Step 7: High Heat Finish
Somewhere between 100 and 110°F is a great meat temperature to stop smoking the meat and start searing it.
I used the Lone Star Grillz (LSG) 20×36 which has a thick metal plate right over the firebox so you can do some searing once the smoking is finished.
Place a little oil on the griddle plate, open the intake vent for max heat and then throw the meat on. Listen to that sizzle!
If you have a pellet smoker, you can remove the meat from the smoker and keep it hot under foil while you preheat the grill to as hot as it will go. Once it's up to 500 °F or even hotter, place the meat back on the grate and let it cook at this high temperature until it reaches 130°F (medium rare) or your desired doneness.
If you're fortunate enough to have the Camp Chef Woodwind with the Sidekick, you can smoke it on the grate then use the griddle on the side to sear it to perfection just like I did on the LSG.
Of course, you can also smoke it on any smoker then sear it in a hot iron skillet in the house or under the broiler once it reaches 100-110°F.
If you are using a charcoal grill, just cook it indirect during the smoking part of this process then place it right over the coals when it's time to sear. Easy peasy!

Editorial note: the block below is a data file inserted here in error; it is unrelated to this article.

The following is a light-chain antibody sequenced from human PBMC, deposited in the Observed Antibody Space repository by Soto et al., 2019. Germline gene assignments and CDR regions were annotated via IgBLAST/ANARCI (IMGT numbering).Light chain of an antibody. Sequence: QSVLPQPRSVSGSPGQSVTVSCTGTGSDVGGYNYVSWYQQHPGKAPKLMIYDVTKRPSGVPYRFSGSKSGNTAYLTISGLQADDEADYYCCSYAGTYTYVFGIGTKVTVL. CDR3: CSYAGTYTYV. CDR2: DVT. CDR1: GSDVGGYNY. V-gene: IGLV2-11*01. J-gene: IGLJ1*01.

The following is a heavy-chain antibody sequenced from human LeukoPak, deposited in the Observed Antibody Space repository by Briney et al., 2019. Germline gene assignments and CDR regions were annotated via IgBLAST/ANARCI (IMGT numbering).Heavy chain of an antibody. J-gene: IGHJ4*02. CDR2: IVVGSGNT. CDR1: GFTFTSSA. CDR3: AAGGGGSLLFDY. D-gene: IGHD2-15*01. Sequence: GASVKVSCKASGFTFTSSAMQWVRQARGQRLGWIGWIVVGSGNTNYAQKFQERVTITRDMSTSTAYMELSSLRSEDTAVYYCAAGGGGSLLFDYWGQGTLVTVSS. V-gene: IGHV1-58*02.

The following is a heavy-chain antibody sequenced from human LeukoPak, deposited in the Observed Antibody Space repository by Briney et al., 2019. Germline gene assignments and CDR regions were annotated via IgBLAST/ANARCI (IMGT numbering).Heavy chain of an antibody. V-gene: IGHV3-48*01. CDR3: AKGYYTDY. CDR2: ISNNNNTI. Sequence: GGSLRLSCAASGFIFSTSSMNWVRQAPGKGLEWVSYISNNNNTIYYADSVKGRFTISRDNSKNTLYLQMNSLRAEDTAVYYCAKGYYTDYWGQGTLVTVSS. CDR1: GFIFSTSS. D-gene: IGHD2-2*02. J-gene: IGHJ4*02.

You have many options that will work equally well.
In essence, smoke to about 100-110°F, then sear it on up to about 130°F for a good medium rare.
Step 8: Rest and Slice the Meat
I usually let the meat rest for about 10-15 minutes under foil while I'm warming the tortillas.
If you look at the skirt steak, you'll notice that the grains run from side to side, not end to end.
For this reason, cut the long pieces of skirt steak into pieces that are about 3 inches long, then turn those pieces 90 degrees to cut them across the grain.
I recommend going about 1/8 to 3/16 thick on the slices.
For an even nicer cut, lean your knife about 45 degrees and cut them at an angle or what chefs call (on the bias).
Step 9: Let's Make Some Smoked Skirt Steak Tacos
You can use corn or flour tortillas for these. I like flour and my wife likes the corn, so we do both.
Heat the tortillas over medium high heat in a lightly oiled cast iron pan then load them up with meat, pico, onions, sour cream, guacamole, shredded cheese, etc. whatever you like on a taco and whether you want these to be Tex Mex or more authentic Mexican, it's up to you.
Here's how we loaded 'em up this time:
I created this marinade for these smoked skirt steak tacos and it was SO good! I could see it being used on chicken, shrimp and even pork as well. Had a nice zing to it with all of the citrus fruits but if you wanted it a little more sweet, just add a little honey or sugar to taste.
If you use this on something else, let me know what you think.
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Smoke, Wood, Fire: The Advanced Guide to Smoking Meat – Unlike the first book, this book does not focus on recipes but rather uses every square inch of every page teaching you how to smoke meat. What my first book touched on, this second book takes it into much greater detail with lots of pictures.
It also includes a complete, step-by-step tutorial for making your own smoked “streaky” bacon using a 100 year old brine recipe.